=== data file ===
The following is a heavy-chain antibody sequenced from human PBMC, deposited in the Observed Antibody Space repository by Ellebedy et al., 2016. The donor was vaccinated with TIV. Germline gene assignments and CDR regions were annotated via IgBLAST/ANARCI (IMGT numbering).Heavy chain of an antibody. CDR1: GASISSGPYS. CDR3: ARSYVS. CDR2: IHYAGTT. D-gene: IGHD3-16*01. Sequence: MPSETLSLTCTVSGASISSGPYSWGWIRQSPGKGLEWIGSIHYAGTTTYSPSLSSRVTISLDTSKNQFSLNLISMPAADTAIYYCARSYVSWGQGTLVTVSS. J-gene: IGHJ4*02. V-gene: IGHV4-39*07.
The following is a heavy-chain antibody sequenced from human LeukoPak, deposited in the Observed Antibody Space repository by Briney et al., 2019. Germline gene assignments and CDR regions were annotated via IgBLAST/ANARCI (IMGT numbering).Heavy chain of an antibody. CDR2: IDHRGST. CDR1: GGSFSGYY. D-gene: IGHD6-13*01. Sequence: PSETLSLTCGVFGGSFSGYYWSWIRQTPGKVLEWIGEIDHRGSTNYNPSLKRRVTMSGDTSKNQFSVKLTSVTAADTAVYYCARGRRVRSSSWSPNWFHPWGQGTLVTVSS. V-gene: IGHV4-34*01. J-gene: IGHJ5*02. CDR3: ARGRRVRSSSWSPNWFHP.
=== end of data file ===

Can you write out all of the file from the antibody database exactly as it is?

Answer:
The following is a heavy-chain antibody sequenced from human PBMC, deposited in the Observed Antibody Space repository by Ellebedy et al., 2016. The donor was vaccinated with TIV. Germline gene assignments and CDR regions were annotated via IgBLAST/ANARCI (IMGT numbering).Heavy chain of an antibody. CDR1: GASISSGPYS. CDR3: ARSYVS. CDR2: IHYAGTT. D-gene: IGHD3-16*01. Sequence: MPSETLSLTCTVSGASISSGPYSWGWIRQSPGKGLEWIGSIHYAGTTTYSPSLSSRVTISLDTSKNQFSLNLISMPAADTAIYYCARSYVSWGQGTLVTVSS. J-gene: IGHJ4*02. V-gene: IGHV4-39*07.
The following is a heavy-chain antibody sequenced from human LeukoPak, deposited in the Observed Antibody Space repository by Briney et al., 2019. Germline gene assignments and CDR regions were annotated via IgBLAST/ANARCI (IMGT numbering).Heavy chain of an antibody. CDR2: IDHRGST. CDR1: GGSFSGYY. D-gene: IGHD6-13*01. Sequence: PSETLSLTCGVFGGSFSGYYWSWIRQTPGKVLEWIGEIDHRGSTNYNPSLKRRVTMSGDTSKNQFSVKLTSVTAADTAVYYCARGRRVRSSSWSPNWFHPWGQGTLVTVSS. V-gene: IGHV4-34*01. J-gene: IGHJ5*02. CDR3: ARGRRVRSSSWSPNWFHP.